Big Fish with Big Bite

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Big fish with big bite reported on BBC News, 29 November 2006. Scientists in Chicago have built a biomechanical model of the skull and jaws of an extinct fish named Dunkleosteus terrelli to see how fast and powerful its bite was. They found a "highly kinetic skull driven by a unique four-bar linkage mechanism." This enabled the fish to open its mouth very rapidly and create a suction force that dragged prey into its mouth, and then bring its jaws together with the force around 5,000 Newtons. This is the strongest bite of any known fish, including the great white shark. It is unusual for a fish to have both a fast bite and powerful bite - they usually have one or the other. One of the researchers, Mark Westneat of the Field Museum of Natural History, Chicago, explained: "This is possibly due to the unique engineering design of its skull and different muscles used for opening and closing." The fish was a placoderm, an extinct group of fishes that had bony plates in the skin, and which grew to be about 10m (33ft) long. Scientists believe it needed a powerful bite because it "was surrounded by possible prey that all required really high bite force."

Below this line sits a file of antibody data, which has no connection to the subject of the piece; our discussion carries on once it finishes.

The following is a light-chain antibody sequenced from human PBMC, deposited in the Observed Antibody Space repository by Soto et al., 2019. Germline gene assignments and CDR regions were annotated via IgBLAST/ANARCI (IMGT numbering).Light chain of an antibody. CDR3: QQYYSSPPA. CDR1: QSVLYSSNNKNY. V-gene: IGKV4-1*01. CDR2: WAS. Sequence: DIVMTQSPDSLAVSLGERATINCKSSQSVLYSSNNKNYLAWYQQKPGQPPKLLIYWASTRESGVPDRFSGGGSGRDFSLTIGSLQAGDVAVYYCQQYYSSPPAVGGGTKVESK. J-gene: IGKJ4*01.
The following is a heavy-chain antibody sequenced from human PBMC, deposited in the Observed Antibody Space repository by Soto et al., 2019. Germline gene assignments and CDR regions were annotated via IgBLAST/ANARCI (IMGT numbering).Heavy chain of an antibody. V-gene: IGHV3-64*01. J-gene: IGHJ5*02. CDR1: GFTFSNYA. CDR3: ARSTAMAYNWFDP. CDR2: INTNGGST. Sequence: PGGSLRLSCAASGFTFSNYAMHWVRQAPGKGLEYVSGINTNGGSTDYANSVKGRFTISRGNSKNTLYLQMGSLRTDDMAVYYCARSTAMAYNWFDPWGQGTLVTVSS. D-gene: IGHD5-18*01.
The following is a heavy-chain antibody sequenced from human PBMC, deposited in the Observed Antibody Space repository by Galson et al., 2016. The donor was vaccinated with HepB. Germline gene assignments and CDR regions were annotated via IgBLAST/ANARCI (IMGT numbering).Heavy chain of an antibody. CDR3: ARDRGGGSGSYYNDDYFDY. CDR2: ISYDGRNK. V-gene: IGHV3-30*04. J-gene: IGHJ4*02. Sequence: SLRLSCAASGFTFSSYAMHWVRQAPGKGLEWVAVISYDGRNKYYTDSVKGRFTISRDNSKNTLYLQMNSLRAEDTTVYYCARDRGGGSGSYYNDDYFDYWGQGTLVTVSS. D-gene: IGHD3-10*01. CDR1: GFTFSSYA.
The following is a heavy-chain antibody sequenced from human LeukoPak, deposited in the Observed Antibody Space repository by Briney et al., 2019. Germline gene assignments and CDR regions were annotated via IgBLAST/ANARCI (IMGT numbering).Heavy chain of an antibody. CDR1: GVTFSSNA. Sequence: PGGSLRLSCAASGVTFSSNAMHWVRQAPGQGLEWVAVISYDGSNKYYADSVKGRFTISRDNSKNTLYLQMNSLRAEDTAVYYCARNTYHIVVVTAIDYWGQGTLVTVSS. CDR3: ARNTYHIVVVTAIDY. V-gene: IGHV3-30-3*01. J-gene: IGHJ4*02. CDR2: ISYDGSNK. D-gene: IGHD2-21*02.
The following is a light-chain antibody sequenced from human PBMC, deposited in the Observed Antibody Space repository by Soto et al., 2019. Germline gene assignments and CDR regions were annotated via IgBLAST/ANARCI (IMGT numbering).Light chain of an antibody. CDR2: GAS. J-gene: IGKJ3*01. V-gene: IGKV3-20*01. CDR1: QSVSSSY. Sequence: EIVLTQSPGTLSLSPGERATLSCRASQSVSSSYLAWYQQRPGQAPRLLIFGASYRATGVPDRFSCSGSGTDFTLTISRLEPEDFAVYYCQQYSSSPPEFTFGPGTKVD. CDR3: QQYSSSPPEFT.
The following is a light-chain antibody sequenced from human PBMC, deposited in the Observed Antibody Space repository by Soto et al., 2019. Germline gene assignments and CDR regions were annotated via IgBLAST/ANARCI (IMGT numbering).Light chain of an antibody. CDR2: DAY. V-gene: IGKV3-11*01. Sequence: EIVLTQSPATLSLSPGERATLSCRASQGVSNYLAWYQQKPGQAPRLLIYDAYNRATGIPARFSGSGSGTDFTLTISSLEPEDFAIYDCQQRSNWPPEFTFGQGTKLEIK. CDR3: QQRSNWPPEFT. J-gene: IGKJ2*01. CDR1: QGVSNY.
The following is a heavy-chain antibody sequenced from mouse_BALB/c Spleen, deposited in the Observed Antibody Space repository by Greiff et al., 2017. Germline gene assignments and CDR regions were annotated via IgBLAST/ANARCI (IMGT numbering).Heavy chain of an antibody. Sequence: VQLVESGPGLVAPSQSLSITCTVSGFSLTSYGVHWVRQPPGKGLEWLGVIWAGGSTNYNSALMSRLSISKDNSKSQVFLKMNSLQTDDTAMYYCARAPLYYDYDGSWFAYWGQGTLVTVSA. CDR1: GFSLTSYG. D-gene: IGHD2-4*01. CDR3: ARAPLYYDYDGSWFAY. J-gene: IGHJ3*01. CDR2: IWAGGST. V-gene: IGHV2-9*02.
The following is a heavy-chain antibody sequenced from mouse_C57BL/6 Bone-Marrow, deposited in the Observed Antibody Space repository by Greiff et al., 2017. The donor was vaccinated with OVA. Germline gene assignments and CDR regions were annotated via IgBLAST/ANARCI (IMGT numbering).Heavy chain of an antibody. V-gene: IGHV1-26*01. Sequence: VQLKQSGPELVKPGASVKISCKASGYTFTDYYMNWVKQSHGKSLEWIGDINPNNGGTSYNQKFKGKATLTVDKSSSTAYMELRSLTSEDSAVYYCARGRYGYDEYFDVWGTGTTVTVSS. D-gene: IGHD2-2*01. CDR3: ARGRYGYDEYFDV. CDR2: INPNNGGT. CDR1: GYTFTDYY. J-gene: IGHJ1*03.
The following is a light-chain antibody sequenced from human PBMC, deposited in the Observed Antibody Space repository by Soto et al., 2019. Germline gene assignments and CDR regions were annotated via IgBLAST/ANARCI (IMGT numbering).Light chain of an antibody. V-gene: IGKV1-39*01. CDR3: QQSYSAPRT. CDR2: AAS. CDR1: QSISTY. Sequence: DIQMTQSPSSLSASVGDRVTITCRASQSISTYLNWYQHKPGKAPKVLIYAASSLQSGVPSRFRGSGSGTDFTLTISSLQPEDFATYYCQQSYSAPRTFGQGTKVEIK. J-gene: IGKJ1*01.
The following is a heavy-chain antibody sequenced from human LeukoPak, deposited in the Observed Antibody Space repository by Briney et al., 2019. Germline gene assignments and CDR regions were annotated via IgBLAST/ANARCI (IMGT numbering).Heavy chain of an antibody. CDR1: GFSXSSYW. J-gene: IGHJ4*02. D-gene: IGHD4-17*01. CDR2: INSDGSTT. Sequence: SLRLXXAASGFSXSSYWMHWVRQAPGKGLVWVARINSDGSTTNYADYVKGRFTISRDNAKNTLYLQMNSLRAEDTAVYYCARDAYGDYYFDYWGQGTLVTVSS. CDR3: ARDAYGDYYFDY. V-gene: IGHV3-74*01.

Editorial Comment: "Unique engineering design" is actually evidence for Design and hence Designer. It is anything but evidence for chance random processes. The fact that this fish, and all placoderms, are extinct, and that very few fish today ever grow to be 10 metres long, is evidence that the living world is going down in both diversity and size. This is the opposite of evolution. In fact, this fossil is good evidence for the Biblical history of the world, i.e. a created world, full of "uniquely designed" complex creatures that have degenerated or died out. (Ref. jaws, bio-engineering, biomechanics)

17th May 2007

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